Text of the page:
Turns out, I wasn’t alone here. The folks at Gore told us that many people aren’t aware that washing Gore-Tex is actually good for the gear. When it gets dirty, the microscopic pores that are so important for breathability get clogged, and the garment no longer performs to its full potential. The easy fix—and one that is often overlooked—is simply to wash it and unclog the pores. The DWR coating is also available in many stores and online, and with a wash and a new application, your Gore-Tex will be ready for more gale-force winds and whatever else the Mother Nature throws at you.
Imagine my delight when I realized that all of my smelly, mud-encrusted hunting gear, crammed in tote boxes in my basement, could be washed—and worn in public again.
You could wait until your Gore-Tex is as dirty as mine (and by that, I mean dirty enough to walk out the door and go hunting all by itself), or you could look for a couple of telltale signs that your gear is ready to be washed: If water stops beading up on the outside and starts soaking into the fabric… If dirt is ground into high-wear areas like the cuffs and elbows… If sweat has discolored any part of the garment… These are all good indicators that it’s time to pick up some extra DWR, and give your gear a good wash per the instructions below.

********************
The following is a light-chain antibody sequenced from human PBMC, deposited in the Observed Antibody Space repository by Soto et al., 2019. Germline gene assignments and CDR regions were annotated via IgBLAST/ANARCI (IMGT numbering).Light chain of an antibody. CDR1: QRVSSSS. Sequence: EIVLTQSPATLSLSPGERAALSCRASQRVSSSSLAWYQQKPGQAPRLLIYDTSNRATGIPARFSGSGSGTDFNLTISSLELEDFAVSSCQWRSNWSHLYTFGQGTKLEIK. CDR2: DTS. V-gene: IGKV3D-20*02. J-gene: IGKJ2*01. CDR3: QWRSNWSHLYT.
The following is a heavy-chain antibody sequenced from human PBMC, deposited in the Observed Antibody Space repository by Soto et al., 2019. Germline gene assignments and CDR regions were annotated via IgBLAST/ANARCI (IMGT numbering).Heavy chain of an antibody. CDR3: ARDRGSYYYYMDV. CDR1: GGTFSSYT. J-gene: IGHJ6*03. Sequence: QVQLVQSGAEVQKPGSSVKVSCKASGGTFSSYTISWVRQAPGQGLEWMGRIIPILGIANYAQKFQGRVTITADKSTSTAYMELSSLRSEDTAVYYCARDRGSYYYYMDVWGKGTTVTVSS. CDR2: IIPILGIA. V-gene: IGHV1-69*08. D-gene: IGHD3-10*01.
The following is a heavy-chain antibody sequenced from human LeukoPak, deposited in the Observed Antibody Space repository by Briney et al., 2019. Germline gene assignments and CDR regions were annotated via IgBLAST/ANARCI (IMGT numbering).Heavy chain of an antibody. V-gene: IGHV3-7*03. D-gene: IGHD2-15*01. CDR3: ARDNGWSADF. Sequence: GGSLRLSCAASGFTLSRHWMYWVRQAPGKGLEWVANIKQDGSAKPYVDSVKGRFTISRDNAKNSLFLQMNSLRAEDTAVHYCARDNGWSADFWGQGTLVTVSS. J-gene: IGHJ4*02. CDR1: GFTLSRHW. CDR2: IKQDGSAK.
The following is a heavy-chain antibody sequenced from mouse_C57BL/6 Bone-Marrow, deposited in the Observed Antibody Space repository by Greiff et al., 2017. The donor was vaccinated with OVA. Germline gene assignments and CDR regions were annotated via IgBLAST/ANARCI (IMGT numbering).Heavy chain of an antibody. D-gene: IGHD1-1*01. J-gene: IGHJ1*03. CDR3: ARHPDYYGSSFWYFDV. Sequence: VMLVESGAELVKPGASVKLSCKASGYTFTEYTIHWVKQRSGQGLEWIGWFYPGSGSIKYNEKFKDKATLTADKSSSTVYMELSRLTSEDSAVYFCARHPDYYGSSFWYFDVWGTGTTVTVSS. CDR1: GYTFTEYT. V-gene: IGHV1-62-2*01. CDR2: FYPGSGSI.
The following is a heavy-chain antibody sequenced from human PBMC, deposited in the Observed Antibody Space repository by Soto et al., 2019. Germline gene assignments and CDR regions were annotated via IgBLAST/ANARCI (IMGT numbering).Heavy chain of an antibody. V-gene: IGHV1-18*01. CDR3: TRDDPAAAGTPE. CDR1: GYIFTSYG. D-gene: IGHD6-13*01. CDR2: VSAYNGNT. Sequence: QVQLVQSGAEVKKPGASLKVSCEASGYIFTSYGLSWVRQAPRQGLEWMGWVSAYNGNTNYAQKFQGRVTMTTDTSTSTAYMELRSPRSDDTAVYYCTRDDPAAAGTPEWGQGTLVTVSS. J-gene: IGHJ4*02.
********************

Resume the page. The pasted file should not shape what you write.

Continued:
How to Clean Gore-Tex at Home in a Washing Machine
Step 1: Use one capful of liquid detergent and set the machine to warm permanent press cycle (105 degrees F/40 degrees C). Make sure not to use any powder detergent, fabric softener, or bleach.
Step 2: Check the pockets on your Gore-Tex gear before zipping them all shut along with any other zipper on the garment. Add the garment and select the low-spin option, then wash. Rinse twice before hanging it to dry.
Step 4: Once the garment is dry, put it in the dryer for 20 minutes to reactivate and condition the DWR. If a dryer isn’t available, iron the garment on a warm, gentle setting without steam, and make sure to use a towel between the garment and the iron.
Step 5: Apply a DWR spray repellent or a DWR wash-in solution and tumble-dry again for 20 minutes on low.
Written by Matthew Every for Field & Stream and legally licensed through the Matcha publisher network. Please direct all licensing questions to firstname.lastname@example.org.
Featured image provided by Field & Stream